DOJ Sues Casino for Discriminating Against Non-Citizens
Federal law prohibits treating job applicants and employees differently based on their citizenship status, as long as the applicants and employees are authorized to work in the United States. The Department of Justice recently filed a lawsuit against a Las Vegas casino, alleging that it required non-citizen employees to produce more — or different — documents and information than the law required them to produce. The lawsuit also alleges that the casino required employees who were lawful permanent residents to undergo unnecessary reverification procedures. The suit asks for “full remedial relief to work-authorized non-U.S. citizen employees for the losses they have suffered, including back pay and reinstatement,” as well as an unspecified fine.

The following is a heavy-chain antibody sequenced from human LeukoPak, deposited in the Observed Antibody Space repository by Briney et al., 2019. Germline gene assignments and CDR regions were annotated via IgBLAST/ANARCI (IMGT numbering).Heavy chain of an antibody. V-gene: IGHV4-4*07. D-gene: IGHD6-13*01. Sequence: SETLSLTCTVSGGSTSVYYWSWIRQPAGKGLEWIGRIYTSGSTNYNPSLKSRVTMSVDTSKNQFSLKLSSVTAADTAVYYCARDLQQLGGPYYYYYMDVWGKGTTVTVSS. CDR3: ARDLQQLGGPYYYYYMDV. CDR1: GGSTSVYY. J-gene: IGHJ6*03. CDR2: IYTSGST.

The federal Immigration and Nationality Act (INA) contains an anti-discrimination provision that prohibits (with some limited exceptions) discrimination in hiring, firing and recruitment based on citizenship status or national origin. The INA also prohibits “document abuse” during employment-eligibility verification and prohibits retaliation or intimidation against employees who assert their rights under the Act. The Office of Special Counsel for Immigration-Related Unfair Employment Practices, which is part of the Department of Justice, is responsible for enforcing the INA’s anti-discrimination provision.
WeComply’s preventing discrimination and harassment courses, offered in various media and in different versions for managerial and nonmanagerial employees, cover the essential elements of discrimination law that employees need to know to recognize workplace issues and respond to them appropriately.Categories: Discrimination & Harassment Compliance
Tags: Preventing Discrimination and Harassment